"However vast any person’s basic reading may be, there still remain an enormous number of fundamental works that he has not read." - Italo Calvino

It hasn't been possible to have read 'everything' for a couple of hundred years (since Erasmus, perhaps). It hasn't been possible to understand all of engineering or technology for perhaps a hundred or a hundred and fifty years. And today, it isn't really possible to understand all even of the internet or mobile - not all at once. There are simply too many things going on for any one person even to know the key basics in every relevant field, never mind become an expert or have some insight. I'm pretty sure it's not possible to have a really deep understanding of all of, say:

  • The mobile semiconductor industry and the competitive positioning of Mediatek, Rockchip and Qualcomm
  • The mobile handset market and the interaction of Apple, Samsung and the Chinese OEMs
  • The online music business
  • The latest developments in ad-tech
  • Games
  • SEO, social sharing and user acquisition across desktop web, mobile web and apps
  • Power and processing budgets for very cheap/low-power hardware (Android, drones, thermostats, wearables, HDMI dongles...)

No-one can be an expert on all of those, yet all of them are relevant to someone trying to understand mobile ecosystems. And as mobile and software eat the world, more and more previously separate things overlap and become relevant to each other. For 20 years we've been talking about the 'convergence' of the three industries of 'TMT', Tech, Media and Telecoms, but now it's finally happening and they're not so much converging as colliding, like galaxies. (And a few new galaxies are smashing into the mix as well, like retail). That means there are even more things to keep track of and understand, because the opportunity set for new and disruptive businesses is expanding massively.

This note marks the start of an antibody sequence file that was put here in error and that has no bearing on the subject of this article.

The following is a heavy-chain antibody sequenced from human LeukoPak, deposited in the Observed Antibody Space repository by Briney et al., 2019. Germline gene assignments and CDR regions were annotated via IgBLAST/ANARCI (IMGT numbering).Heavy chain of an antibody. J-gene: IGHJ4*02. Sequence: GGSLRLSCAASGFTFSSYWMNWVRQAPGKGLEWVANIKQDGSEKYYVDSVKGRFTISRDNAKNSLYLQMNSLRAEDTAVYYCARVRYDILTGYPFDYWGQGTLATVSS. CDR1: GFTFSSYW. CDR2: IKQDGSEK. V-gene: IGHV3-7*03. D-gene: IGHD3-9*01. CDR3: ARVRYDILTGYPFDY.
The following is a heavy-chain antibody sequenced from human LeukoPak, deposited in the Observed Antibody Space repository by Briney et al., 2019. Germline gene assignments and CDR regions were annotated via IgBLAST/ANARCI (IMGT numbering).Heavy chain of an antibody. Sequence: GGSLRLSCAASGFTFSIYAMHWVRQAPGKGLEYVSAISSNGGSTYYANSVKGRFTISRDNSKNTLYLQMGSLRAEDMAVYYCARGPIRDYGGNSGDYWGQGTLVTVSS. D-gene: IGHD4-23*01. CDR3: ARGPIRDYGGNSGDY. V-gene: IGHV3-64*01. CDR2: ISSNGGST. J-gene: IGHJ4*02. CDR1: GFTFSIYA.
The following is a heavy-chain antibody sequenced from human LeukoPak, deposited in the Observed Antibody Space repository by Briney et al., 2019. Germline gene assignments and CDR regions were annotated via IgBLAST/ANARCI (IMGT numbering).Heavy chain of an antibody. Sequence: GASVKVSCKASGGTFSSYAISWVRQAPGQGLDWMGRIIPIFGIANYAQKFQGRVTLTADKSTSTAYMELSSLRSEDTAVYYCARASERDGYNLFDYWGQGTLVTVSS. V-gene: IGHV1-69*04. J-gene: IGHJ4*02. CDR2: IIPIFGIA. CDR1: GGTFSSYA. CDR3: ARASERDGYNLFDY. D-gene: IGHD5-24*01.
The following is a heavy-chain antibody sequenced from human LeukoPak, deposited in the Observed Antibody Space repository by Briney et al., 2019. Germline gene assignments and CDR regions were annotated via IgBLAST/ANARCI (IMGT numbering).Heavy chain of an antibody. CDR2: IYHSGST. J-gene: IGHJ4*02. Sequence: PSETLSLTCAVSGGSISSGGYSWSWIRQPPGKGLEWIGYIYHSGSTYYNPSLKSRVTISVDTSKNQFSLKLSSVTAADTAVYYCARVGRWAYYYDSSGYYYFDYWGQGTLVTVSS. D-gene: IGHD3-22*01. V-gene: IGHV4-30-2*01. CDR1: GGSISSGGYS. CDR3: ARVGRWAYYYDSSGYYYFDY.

Hence, consider a few more things someone like me might now need to understand: 

  • The US pay TV industry and the evolution of affiliate fees
  • Regional film rights windowing
  • The outlook for operator handset subsidies
  • The evolution of mobile data costs for low-income users in emerging markets
  • The structure and economics of the global payments industry. Oh, and monetary economic theory

Part of the fun is that people in each of TM&T tend to think that they do understand the other two (and that the other two are run by idiots). But they see each other in terms of their own preoccupations, rather than looking at the real drivers in a quite different industry: 

  • Media companies look at tech and telecoms and say "well, they're just a channel for our stuff"
  • Telcos look at tech and media and say "they're using our networks so we should control everything"
  • Tech companies look at media and telecoms and say "a little disruptive technology would change everything"

So, rather like the blind men examining an elephant, who each feel one part and conclude the elephant is a snake or a tree, when TMT companies look at another industry they tend to see the bit that matters to them and assume that that's the important part. Tech people have this problem particularly badly: a repeated failing of tech companies is to look at media and telecoms, see some tech, and think it's the key point of leverage in those markets. Mobile networks and TV do look like tech should be a crucial lever, but that isn't necessarily so.